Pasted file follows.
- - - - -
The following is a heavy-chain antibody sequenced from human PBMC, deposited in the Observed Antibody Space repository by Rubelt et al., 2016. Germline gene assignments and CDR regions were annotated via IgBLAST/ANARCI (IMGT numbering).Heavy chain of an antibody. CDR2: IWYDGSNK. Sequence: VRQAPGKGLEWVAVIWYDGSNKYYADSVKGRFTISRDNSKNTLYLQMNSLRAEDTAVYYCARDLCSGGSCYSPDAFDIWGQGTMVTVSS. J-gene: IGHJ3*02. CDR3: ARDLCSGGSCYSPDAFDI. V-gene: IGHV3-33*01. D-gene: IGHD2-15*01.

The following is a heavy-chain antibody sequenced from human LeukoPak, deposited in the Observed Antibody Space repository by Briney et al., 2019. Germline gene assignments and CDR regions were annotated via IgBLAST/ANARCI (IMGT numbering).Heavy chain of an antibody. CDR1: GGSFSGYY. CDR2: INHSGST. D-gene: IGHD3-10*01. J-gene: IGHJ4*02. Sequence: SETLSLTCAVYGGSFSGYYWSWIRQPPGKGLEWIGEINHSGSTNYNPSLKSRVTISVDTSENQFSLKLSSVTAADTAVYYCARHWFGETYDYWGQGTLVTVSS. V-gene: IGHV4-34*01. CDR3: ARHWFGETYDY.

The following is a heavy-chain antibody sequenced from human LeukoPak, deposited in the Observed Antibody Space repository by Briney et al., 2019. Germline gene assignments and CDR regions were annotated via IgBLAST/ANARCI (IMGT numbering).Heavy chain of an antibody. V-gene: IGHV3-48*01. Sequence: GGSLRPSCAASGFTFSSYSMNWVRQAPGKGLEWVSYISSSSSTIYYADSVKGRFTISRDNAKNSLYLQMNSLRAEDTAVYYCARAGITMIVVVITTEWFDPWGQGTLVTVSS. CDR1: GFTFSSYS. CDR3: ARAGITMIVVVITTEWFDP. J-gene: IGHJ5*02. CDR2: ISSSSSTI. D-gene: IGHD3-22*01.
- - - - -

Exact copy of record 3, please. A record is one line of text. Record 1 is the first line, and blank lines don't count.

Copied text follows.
The following is a heavy-chain antibody sequenced from human LeukoPak, deposited in the Observed Antibody Space repository by Briney et al., 2019. Germline gene assignments and CDR regions were annotated via IgBLAST/ANARCI (IMGT numbering).Heavy chain of an antibody. V-gene: IGHV3-48*01. Sequence: GGSLRPSCAASGFTFSSYSMNWVRQAPGKGLEWVSYISSSSSTIYYADSVKGRFTISRDNAKNSLYLQMNSLRAEDTAVYYCARAGITMIVVVITTEWFDPWGQGTLVTVSS. CDR1: GFTFSSYS. CDR3: ARAGITMIVVVITTEWFDP. J-gene: IGHJ5*02. CDR2: ISSSSSTI. D-gene: IGHD3-22*01.